But facing the changing seasons of the crypto market and unwilling to sacrifice his brand by letting the Rafi Lounge tokens be resold to oblivion on public markets, Anteby took the drastic step to control his NFT inventory – buying up the remainder a mere day after the minting.
Anteby admitted he “lost a quarter of a million dollars” between creating and buying the NFTs back. But he said it was worth it: “I'm going to take each because I want to control who's coming to my lounge. I want to know that they will be my advocates as well.”
A view of the Rafi Lounge in the afternoon, before a yoga class. Photo: Rafi Lounge
Currently, there are 100 members, 55 of which are lifetime NFT holders. The 6,000 square-foot rooftop lounge is also open to the public. Which is to say, anyone can buy a 10-day pass for $250, pay the $40 fee for individual classes or come to public events. One of those people is Amie Yaniak who was diagnosed with stage four cancer last May that has since metastasized into her bones.
“I’ve never been anywhere like this. This was the first class I’ve done since the cancer, and it was just so cleansing,” Yaniak says. While she’s not a member, Yaniak told me she was interested in returning for more classes.
In addition to people like Yaniak, Anteby is also curating a more select crowd of well-to-do celebrities that can act as brand ambassadors for the lounge. He said he wants it to be a sort of more laid-back SoHo house, where top minds converge on the Pacific Ocean to make deals and network. Some of the names dropped during my tour of the property included Jamie Foxx (who Anteby calls a good friend), Chris Noth, Gladys Knight, and Equinox co-founder Lavinia Errico, whom I actually briefly met, since she’s a member of the Lounge’s advisory board.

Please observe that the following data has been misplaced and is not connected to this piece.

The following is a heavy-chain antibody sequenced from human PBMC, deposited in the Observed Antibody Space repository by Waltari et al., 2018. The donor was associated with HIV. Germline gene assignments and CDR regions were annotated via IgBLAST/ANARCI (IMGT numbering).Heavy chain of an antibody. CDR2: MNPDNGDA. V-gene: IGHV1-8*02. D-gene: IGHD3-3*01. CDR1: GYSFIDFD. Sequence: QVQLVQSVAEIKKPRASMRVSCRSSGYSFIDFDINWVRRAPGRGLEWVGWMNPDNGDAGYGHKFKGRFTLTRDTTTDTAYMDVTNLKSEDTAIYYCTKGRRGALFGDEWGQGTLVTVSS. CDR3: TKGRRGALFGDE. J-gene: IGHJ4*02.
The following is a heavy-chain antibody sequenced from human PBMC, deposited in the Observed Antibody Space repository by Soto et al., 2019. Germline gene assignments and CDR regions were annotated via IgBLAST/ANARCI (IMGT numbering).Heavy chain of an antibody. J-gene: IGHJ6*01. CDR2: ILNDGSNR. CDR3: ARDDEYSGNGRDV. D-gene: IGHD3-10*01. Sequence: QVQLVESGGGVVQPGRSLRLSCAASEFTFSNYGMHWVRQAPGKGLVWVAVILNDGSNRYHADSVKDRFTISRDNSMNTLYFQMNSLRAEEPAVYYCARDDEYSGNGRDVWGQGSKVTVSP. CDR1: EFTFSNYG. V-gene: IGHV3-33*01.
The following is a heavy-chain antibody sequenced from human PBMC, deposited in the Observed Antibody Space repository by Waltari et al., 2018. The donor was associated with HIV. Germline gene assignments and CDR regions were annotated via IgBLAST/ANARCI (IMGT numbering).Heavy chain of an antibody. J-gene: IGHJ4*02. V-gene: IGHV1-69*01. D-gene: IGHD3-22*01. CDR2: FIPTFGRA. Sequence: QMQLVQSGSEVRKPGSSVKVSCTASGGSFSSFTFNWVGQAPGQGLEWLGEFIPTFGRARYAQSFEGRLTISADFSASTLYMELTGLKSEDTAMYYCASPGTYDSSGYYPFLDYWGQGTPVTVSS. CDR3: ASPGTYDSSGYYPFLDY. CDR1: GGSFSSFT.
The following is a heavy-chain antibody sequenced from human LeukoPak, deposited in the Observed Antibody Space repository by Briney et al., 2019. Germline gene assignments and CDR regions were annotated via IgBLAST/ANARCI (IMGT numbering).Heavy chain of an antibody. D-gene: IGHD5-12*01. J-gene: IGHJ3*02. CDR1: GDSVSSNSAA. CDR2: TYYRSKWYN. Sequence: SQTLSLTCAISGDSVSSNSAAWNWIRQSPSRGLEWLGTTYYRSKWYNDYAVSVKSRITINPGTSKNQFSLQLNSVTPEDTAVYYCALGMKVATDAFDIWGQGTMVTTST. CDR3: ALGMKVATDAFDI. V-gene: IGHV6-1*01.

The lounge's entryway and check-in. Photo: Samson Amore
As Tame Impala wafts from the lounge’s speakers, Anteby tells me stories of getting Taoist monks drunk at karaoke bars and studying medical qigong and tai chi in China. Anteby hung the intricate mandalas on the walls of a yoga room and he says they take around two years to complete as he carefully places individual grains of sand and uses tree sap to preserve their form. The mandalas are meant to be a contemplation of man’s relationship with nature, which is partly why Anteby designed the NFT versions of them to resemble a sort of elemental fusion that combines water, fire and earth.
Owning an NFT also corresponds to owning a fraction of the Malibu Mandala Rafi made that hangs in the lounge.
Anteby, right, speaks with a partner at his lounge in Malibu.Photo: Samson Amore
While Anteby admits the launch hasn’t netted him any profits yet and said he’s out around $1 million launching the place, he’s determined to turn the Rafi Lounge into a franchise and has plans to open future locations in other cities big into tech and wellness like Miami, Scottsdale, Ariz., Newport Beach, and Austin.
Besides the obvious cases like Yaniak’s, Anteby said he thinks the larger tech community needs a breather. “They all have digital burnout,” he said. “It's more than just me helping you to breathe. You need to take care of yourself, and here people do that all the time.”